Borderline Personality Disorder is thought to be caused by a combination of biological and environmental factors – nature versus nurture. Now scientists are finding that cognitive training can alter brain chemistry. This is what I’ve long since known as I experienced this in my own recovery from Borderline Personality Disorder. The good news for those with BPD is that regardless of the degree to which brain chemistry may be altered (yet to really be proven) the fact is that therapy, specifically cognitive based therapy can alter brain chemistry and create the changes required in thinking to recover from Borderline Personality Disorder.
Those with Borderline Personality Disorder have to contend with a deep and profoundly pervasive pain that they often aren’t even consciously aware of. This pain, at the heart of BPD, is the pain of abandonment.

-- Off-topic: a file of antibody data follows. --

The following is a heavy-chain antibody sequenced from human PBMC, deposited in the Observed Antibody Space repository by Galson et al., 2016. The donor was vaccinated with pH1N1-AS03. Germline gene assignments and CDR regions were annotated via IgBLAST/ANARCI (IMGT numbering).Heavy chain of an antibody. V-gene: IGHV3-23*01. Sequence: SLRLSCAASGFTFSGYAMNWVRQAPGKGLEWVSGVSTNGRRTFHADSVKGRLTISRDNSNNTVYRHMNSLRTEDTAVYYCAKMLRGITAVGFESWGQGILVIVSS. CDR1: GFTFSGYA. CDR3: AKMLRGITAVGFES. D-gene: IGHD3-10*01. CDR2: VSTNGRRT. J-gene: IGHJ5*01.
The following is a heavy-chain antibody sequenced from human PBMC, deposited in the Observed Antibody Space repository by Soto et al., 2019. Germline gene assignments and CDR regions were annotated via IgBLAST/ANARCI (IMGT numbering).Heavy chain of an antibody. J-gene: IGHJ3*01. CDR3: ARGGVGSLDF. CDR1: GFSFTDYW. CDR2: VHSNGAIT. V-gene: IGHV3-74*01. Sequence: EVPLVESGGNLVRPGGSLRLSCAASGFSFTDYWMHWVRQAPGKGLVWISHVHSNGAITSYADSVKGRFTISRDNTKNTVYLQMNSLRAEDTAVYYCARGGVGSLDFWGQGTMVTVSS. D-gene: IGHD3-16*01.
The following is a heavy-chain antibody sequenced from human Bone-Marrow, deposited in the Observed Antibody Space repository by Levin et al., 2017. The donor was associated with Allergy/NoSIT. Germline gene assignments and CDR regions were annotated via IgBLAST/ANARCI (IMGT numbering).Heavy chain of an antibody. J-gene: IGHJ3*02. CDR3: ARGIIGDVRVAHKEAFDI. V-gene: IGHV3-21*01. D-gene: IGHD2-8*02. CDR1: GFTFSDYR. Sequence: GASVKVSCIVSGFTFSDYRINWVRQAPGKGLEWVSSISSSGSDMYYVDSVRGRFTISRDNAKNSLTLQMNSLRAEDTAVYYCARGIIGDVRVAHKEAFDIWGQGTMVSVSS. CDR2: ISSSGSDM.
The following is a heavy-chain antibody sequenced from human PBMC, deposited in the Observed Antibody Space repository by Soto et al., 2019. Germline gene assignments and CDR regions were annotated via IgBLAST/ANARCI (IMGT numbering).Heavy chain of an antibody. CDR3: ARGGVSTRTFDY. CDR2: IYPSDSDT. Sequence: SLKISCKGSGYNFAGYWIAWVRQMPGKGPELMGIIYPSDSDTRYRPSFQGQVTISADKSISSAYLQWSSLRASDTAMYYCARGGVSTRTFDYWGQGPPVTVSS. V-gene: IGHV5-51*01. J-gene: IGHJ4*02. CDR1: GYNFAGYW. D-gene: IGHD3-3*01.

Author, Life Coach and Strategist, A.J. Mahari, a woman who recovered from Borderline Personality Disorder over a decade ago, talks about various issues of Borderline Personality Disorder for those with BPD and for family members, loved ones, ex or relationships partners of those with BPD (non borderlines) in audio segments on her website.
A.J. Mahari was a guest on the Page2Pantry radio show hosted by Niki Guluchi on KPFK on the subject of Borderline Personality Disorder (BPD) along with a woman, Wendy, who is recovering from having been in a relationship with a man who has BPD.
What do professionals mean when they use the words, “brain disorder” when referring to Borderline Personality Disorder? I am not sure that I am clear about this at all. In fact, really, it is as clear as mud when you contrast and compare the various ways that different professionals employ this terminology.
Is borderline behaviour due to the “illness” of Borderline Personality Disorder (BPD)? Is it caused by the brain? Whose responsibility does this way of thinking make it? What happens to the concept of personal responsibility?
There are countless circles that surround the epicentre of Borderline Personality Disorder (BPD). These circles are, in large part, dangerous distractions for those who have been diagnosed with BPD.